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It differs from the popular Greek dish souvlaki, in that meat cuts are much larger and slow cooked for a much longer period at a greater distance from the hot charcoal. Traditional souvla is made from the neck and shoulder of lamb or pork. The meat is cut on the bone into chunks about the size of a medium onion.
The meat must be put on so that its weight is evenly distributed, so that it will rotate evenly on the spit.
The meat is put as far as possible from the charcoal at first. After it is sizzling, it is lowered down to charcoal so that the skin on the meat goes brown. The process takes between 90 minutes and 3 hours depending on the type of meat, size and heat of fire. Salt, aromatics (such as oregano), oil, and wine are sprinkled or brushed on the meat once the cooking process is well under way. That way the meat stays juicy and does not brown too quickly.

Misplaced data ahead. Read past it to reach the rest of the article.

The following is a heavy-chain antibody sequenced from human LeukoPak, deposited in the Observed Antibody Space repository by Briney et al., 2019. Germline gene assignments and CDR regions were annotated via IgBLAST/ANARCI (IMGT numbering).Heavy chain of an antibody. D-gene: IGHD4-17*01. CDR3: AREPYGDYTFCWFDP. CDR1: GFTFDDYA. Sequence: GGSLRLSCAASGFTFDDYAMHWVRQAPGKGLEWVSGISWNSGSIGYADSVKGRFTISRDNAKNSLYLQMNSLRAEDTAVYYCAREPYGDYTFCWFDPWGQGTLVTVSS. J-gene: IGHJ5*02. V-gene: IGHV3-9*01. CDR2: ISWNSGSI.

Over time, various localities have developed their own recipes, which tend to vary the spices added to the meat marinade. A popular variant is Lysiotiki souvla, originating from the village of Lysi.
Typically, souvla in Greece refers to a whole spit-roasted lamb for Easter and other major holidays or specialist restaurants; the Greek dish most similar to souvla is kontosouvli, large pieces of pork cut from the bone, and kokoretsi (lamb innards/offal rolled into a large sausage), or a speciality of the cook in that region of the country.
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